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I am an international, senior Economics and Mathematics major at middle-sized, private international university. I'm trying to finalize the list of schools to which I will apply (to Math PhD programs in Mathematical Physics), but I am finding it very difficult to contact professors given my unconventional background.

I know that I am not a candidate for admission at top-tier universities. For one, my major isn't either mathematics or physics, even though I have been taking physics and math courses for the last 2 years. Also, I'm sure the professors who will write my recommendation letters aren't very well-known either. I may get to work with a professor who has a good reputation in the US, though. Though this depends if the professor accepts me under his tutelage, since he left my current college some time ago. By the time I graduate, I would have taken a dozen physics courses; I'll be lighter on the mathematics side, though.

I'm not sure if I qualify to be considered as a candidate in the mathematics departments; I want my training to be like a mathematician, but I'd like to work on mathematical physics problems. So, I'm not sure how to gauge how fit I am for a department? To that end, I'd ideally like to email some professors, explaining my unconventional background, express interest in working under them, and get advice if I will be considered in their program.

What's the best way to structure such an email? Should I give an extended summary of my "situation"? Is it common to elicit "advice" from professors; we all know they don't have much time on their hands; do I need to read their papers to contact them before hand? Etc.

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    Did you intend to link a question in your first sentence? – astronat Apr 3 '17 at 19:10
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    Junaid, I am not sure you have completely processed comments and answers you have already received to previous questions. Look, it's really pretty simple. Pick some programs you're interested in and some researchers you're interested in. Pick at least one "safety" school (that you think you would be 90% certain to be accepted to), one medium and one "stretch" school (that you think it would be a stretch to be accepted into). Start preparing your applications. If you want to write to a specific researcher (and please remember, in the U.S. an individual researcher would not be making... – aparente001 Apr 4 '17 at 4:08
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    admissions decision), go ahead. Keep the email short. Attach an unofficial transcript and a CV. If you don't have an unofficial transcript in electronic form, just list the courses you've taken. Explain in one paragraph what you'd like to study. The application is where you'll go into more detail. Then pose some specific questions, such as "Should I apply to the math department or the physics department at your institution?" The worst that can happen is that you don't receive an answer. Worse things have happened. – aparente001 Apr 4 '17 at 4:11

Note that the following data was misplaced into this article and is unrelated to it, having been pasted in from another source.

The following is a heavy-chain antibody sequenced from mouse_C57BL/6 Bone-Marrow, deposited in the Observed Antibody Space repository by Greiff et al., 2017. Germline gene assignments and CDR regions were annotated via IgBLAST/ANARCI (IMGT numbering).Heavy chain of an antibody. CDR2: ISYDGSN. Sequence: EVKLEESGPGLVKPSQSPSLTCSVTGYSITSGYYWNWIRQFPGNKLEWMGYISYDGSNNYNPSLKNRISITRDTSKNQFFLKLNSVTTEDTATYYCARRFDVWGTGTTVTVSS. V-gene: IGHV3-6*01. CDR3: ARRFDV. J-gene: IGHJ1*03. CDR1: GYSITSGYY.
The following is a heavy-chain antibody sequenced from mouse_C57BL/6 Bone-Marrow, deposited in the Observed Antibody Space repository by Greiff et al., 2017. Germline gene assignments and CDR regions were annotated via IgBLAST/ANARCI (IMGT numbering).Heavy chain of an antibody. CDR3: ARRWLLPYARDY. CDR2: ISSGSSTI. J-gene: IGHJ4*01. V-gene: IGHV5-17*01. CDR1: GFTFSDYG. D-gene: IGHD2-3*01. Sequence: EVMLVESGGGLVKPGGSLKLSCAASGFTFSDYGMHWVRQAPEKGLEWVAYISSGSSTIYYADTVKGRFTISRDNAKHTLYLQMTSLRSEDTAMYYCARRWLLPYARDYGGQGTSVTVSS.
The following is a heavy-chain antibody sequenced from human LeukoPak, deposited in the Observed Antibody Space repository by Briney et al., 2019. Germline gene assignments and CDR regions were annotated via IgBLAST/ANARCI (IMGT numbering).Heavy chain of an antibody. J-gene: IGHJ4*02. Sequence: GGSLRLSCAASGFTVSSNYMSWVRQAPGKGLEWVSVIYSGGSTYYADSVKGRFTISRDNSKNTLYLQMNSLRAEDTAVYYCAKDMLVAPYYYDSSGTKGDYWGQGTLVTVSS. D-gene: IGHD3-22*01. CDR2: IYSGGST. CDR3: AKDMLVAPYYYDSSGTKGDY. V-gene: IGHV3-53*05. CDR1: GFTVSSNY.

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Before beginning to email academics at other institutions, I would recommend talking to your tutor/ advisor/ referees first, to find out what route they think is best for you to take. It may well be that they know of certain professors or departments that would be a good fit for you. It would also help your letter writers to understand your goals and hence write a better reference.

Having said that, emailing other academics is a good idea. I have done something similar in the past, with very good results (the advice I received from one professor in particular directly led to me finding a supervisor for my Masters and an offer for a PhD place).

The best thing to do when writing such emails is to keep it short and simple. You are already aware of the time constraints professors have, and an overly long email may be off-putting. Aim to summarise your situation in one or two sentences and emphasise your interest in their field of research (looking carefully at a few of their most recent papers before clicking 'send' is a must).

The resulting email may look something like this:

Dear Professor X,

I am a senior Economics and Maths major at Y University. I have found over the past two years of taking physics and maths courses that my real interest lies in mathematical physics and I would like to do a PhD in this area, possibly at your university. I noticed that you have a recent paper on Z theory, which is something that really interests me. Is it related to the P theorem from this earlier paper of yours?

Due to my non-mathematical background, I am unsure whether I should apply to the maths or physics departments at your university. Can you advise me as to which would be the better fit for my skills and interests?

Many thanks and best wishes,

Junaid Aftab

Be prepared for some people to ignore your email entirely, or to reply with a very short response (e.g. "Thanks for your email, unfortunately I can't help you with this matter at the moment. Best of luck."). The key is to be persistent. Find someone else to contact. Keep trying.

If you are successful and someone replies with helpful advice, ask if you can follow up with a chat over Skype. I have always found face-to-face conversation more effective than email, and if you are seriously considering doing a PhD under that professor it doesn't hurt to get to know them a little better and get a feel for what they might be like to work with.

Above all, remember that quite a lot of people in senior levels in mathematical physics are interested in mathematical physics and are glad to find interest in mathematical physics in other people.

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